The Telegraph reports, without any real evidence, that King Charles III will be known as "Defender of Faith" rather than "Defender of the [Anglican] Faith." I wonder what such tinkering would accomplish; after all, the original Latin (Fidei Defensor) would be unaffected.
I've never understood the idea that explicitly identifying the British monarch with Anglicanism is offensive to non-Anglicans. While it is true that I now attend an Episcopal church, I was once a very secular sort of a monarchist, and then for 2-3 years felt more or less aligned with Roman Catholicism; during neither of those periods did it ever occur to me that this particular title of Elizabeth II's would have somehow excluded me from the benefits of being one of her subjects, had I been lucky enough to be one. It seems to me that religious people of all faiths benefit from a monarchy that acknowledges a spiritual dimension and is committed to the defense of its own religious tradition, since one cannot truly defend them all. Even an atheist or agnostic ought to be able to acknowledge the special relationship that Christianity in general and Anglicanism in particular had with the development of British culture. The fact is that Britain for some time (especially since the 1829 Catholic Emancipation) has had a deserved reputation as a land tolerant of various faiths, and of secularism, for rather longer than many European countries, and the monarch's status as "Defender of the Faith" has not interfered with that. So why get rid of it now?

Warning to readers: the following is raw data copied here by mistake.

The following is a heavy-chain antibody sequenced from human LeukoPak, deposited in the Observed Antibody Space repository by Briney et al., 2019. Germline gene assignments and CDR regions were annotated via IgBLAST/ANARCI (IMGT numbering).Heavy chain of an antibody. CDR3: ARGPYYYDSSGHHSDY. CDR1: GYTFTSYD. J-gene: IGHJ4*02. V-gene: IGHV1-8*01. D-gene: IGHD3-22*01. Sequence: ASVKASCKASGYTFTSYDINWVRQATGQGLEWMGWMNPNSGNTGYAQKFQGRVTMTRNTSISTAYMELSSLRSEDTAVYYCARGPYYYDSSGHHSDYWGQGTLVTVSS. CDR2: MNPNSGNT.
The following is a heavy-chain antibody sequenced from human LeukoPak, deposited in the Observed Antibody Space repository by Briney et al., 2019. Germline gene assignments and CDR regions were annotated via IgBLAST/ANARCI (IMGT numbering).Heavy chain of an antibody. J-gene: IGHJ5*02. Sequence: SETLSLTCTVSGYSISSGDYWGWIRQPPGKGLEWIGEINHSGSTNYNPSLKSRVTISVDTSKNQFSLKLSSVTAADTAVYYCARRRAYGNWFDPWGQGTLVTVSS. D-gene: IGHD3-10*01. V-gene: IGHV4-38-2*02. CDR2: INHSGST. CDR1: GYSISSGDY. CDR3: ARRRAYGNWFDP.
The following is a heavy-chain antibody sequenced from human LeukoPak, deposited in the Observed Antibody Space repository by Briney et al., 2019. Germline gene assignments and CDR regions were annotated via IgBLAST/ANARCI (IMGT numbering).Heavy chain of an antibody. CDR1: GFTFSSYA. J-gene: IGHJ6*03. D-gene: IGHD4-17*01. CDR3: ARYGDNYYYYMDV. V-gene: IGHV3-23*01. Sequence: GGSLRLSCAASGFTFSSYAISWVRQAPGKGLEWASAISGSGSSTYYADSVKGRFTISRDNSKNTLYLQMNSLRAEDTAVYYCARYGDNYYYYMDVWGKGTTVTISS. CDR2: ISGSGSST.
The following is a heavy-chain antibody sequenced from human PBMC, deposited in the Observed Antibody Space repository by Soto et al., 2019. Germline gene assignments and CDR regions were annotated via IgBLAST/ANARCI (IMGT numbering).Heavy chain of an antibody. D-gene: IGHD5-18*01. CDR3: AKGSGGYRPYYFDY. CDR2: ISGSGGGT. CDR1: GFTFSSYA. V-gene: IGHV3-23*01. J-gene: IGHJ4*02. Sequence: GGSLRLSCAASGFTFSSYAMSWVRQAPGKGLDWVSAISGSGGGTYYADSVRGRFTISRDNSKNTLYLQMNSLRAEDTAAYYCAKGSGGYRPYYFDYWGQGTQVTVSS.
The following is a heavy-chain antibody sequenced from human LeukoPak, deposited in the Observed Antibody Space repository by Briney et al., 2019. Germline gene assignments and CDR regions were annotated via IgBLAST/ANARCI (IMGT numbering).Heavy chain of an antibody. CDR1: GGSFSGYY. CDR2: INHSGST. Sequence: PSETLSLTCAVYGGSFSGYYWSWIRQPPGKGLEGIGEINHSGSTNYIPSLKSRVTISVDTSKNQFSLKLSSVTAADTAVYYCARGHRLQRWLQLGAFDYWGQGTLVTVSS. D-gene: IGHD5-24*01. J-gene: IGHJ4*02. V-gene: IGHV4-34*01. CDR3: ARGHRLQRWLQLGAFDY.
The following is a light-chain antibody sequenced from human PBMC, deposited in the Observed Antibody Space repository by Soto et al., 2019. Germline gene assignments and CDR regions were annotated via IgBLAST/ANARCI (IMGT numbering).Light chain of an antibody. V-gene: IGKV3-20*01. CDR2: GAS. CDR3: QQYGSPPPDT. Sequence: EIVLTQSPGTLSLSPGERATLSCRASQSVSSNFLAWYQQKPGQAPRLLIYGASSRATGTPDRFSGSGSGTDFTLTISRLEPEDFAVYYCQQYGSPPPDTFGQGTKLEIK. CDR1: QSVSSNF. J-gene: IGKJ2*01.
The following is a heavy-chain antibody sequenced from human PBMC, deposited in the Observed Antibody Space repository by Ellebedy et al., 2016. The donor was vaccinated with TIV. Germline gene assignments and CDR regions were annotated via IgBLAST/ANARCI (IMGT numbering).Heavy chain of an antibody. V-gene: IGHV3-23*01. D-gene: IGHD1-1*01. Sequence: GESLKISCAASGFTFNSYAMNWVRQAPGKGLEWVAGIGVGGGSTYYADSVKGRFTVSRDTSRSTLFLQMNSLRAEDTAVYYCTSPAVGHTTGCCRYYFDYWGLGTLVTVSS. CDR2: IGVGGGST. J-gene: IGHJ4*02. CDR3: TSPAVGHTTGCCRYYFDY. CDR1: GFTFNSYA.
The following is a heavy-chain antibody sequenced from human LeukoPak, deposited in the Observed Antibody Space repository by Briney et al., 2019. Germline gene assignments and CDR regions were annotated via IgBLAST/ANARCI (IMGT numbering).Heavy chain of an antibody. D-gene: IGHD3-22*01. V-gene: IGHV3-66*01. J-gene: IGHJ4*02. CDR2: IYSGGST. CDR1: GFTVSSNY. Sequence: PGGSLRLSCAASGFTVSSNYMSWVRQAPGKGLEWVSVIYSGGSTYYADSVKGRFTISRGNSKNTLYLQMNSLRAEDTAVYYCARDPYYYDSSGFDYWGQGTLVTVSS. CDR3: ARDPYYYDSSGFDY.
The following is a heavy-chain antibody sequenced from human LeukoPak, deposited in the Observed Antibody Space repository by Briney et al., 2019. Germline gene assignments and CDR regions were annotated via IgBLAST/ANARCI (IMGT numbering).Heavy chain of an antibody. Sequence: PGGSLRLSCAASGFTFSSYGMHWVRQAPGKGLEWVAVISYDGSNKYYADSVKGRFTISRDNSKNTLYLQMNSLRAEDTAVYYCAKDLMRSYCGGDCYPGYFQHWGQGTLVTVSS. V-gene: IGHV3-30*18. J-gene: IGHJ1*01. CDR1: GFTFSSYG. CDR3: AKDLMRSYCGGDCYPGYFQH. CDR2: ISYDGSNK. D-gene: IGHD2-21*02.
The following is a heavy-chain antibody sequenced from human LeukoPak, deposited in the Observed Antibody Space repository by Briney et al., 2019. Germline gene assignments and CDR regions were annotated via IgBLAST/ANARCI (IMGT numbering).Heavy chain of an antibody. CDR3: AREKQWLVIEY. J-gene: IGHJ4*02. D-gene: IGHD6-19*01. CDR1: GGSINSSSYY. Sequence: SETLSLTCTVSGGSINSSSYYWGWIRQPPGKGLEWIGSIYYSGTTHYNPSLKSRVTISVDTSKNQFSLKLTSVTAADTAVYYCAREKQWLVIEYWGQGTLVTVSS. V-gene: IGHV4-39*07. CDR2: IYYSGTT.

Additionally, it might be reasonably objected that changing the title to "Defender of Faith" implies a new and unnecessary opposition between the monarchy and modern Britain's many non-religious people, in a way that simply leaving it as it is does not.
An alert member of my forum pointed out that the Telegraph article's list of royal guests is rather remarkable in its errors. "Prince Mary" of Denmark should of course be "[Crown] Princess Mary," and "Felipe" and "Matilda" of Belgium should be "Philippe" and "Mathilde."